So you’ve raised your capital, you’ve sweated out a business plan, and your logo looks damn good on your website. You’ve created a roadmap for your vision and now you’re the proud owner of a business. Congrats on this accomplishment and good for you for bringing your ideas to fruition! To add to this overwhelmingly awesome venture, you’ve decided to get married and share this exciting journey with the love of your life (and kudos to you for having the time to get a few dates in while launching a business). You’re no stranger to hard work, and you’re definitely not one to be suckered into anything. So here you are, doing the legwork for something in your personal life and creating your marriage business plan, and you’re wondering: How do I protect my business in case this relationship just doesn’t pay off? What do I need to know to avoid putting my business at risk? Is there anything I can do to avoid bringing my business into my marriage? Just like your business partnerships, marriage is a personal business relationship that has the same operating standards as starting your business. It’s just packaged a little differently – you have a huge (or in covid times, not so huge) ceremony with your friends and family (instead of colleagues), you guys hang out 24/7 (instead of via zoom from 6:00am-8:00pm plus virtual happy hours), and you get to share a bed (TMI?) A prenup (prenuptial agreement) will protect your business financially, and keep your entity separate (only if you want to). Let’s get into the logistics so you can start mapping out the [insert your last name] business plan and get your life started.
Your spouse may be entitled to equity in your business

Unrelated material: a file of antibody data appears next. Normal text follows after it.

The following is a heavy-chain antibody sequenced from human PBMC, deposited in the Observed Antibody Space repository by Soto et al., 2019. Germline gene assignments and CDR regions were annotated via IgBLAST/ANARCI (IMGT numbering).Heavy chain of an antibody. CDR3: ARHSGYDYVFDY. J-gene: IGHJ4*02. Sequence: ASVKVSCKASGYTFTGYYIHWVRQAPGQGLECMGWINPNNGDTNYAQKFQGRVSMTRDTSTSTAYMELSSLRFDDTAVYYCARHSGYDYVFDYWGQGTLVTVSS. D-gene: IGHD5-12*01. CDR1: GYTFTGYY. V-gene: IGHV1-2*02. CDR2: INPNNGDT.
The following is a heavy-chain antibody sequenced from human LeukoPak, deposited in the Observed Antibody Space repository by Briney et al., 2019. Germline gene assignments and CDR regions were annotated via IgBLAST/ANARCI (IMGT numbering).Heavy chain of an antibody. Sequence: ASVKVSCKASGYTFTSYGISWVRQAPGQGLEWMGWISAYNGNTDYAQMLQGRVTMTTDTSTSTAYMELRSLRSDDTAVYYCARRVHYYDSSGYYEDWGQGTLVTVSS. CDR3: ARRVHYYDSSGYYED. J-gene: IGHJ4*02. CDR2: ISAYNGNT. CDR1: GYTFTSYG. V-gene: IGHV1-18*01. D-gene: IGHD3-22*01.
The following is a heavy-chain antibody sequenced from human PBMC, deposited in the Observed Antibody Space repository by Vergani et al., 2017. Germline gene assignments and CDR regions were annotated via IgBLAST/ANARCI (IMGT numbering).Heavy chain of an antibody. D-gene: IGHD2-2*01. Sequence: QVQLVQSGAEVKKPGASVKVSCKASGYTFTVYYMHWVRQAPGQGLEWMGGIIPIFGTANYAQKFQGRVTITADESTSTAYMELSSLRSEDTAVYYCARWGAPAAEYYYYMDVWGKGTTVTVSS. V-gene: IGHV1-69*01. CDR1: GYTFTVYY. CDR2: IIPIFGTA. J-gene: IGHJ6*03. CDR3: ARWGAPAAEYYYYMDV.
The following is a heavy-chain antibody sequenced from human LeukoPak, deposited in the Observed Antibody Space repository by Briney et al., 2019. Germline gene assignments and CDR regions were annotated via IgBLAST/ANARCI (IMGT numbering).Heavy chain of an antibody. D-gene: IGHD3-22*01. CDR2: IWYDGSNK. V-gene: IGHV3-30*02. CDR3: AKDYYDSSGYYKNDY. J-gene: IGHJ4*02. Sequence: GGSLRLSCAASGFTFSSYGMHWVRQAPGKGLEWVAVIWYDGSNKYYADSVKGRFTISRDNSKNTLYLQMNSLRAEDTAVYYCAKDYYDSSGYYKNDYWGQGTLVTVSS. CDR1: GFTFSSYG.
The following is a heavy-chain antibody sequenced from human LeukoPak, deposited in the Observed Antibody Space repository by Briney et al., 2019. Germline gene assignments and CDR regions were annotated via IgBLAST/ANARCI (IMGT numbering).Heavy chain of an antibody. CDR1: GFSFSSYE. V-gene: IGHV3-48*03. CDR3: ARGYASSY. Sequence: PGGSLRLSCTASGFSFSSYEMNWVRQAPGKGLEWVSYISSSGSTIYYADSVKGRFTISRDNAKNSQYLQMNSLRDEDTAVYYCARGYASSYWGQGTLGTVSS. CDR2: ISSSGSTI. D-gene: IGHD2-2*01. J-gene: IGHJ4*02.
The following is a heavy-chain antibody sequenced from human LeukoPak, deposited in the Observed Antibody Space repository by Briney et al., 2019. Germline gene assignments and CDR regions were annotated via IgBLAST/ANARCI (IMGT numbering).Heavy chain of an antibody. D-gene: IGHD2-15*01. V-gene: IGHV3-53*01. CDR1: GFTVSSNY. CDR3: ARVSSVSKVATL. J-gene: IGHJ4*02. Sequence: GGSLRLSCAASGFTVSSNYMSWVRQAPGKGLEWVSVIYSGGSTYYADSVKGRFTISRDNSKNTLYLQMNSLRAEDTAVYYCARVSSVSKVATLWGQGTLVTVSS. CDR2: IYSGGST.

We don’t just mean the social media mentions, the bragging rights, and the “gift baskets from vendors” type appreciation. We mean cold, hard equity.. The old saying “what’s yours is mine now, sweetheart” truly does reside even outside of your home. Once hitched, without a prenup, a spouse may be entitled to a significant part of your equity in the business value purely because you’re married. Why? For example, if you have a start-up that distributes additional shares to you, one of the founders while you are married, those shares/equity may be deemed marital property. Even more so, if you started a new venture while married, the likelihood of those shares being considered marital property may increase. Here’s an example: Warning: word problem loading… Let’s say you start your business or take equity in a startup 5 years before you get married. At the time of your marriage, your equity or shares in the business are worth $1 million, but over the course of your marriage that interest appreciates to $2 million. Could your spouse be entitled to that $1 million appreciation? Quite possibly! (Thank you, captain obvious). The devil is in the details, as they say. These details all depend on your state’s laws, your business, and a handful of fine print characters, but overall, yes. Your equity as an owner in certain instances, and the appreciation of your equity in this business could be now considered marital property UNLESS you specify that this should not be the case…. by way of a prenup. This brings us to a baseline worth mentioning when it comes to prenups: in essence, prenups map out what is considered shared marital property, aka community property in some states, and what is considered separate property (this is mine and that is yours). This might not be new news to you, but thanks for riding with us through this information with a little bit of training wheels (so we keep this in mind for the remainder of this article). If your vision is to keep your business separate from your spouse, then hi! 👋 We are HelloPrenup. Get started here to make sure your business interests, and perhaps even the income derived from that/those business(es) is considered “separate property” and treated as such. If you’re totally cool with your spouse being entitled to some of that equity or income, then kudos to you two. It has become commonplace for partnerships and operating agreements to require that unmarried shareholders get a prenup before getting married, so don’t worry- you are in good company. You do not need to list your business as separate property in your prenup and you can take your chances- laws on this subject vary from state to state.. , don’t leave the fate of your business interests to chance without a prenup. It’s expensive to go through a divorce financially and emotionally, so you might as well remove one giant piece of negotiation from the table now.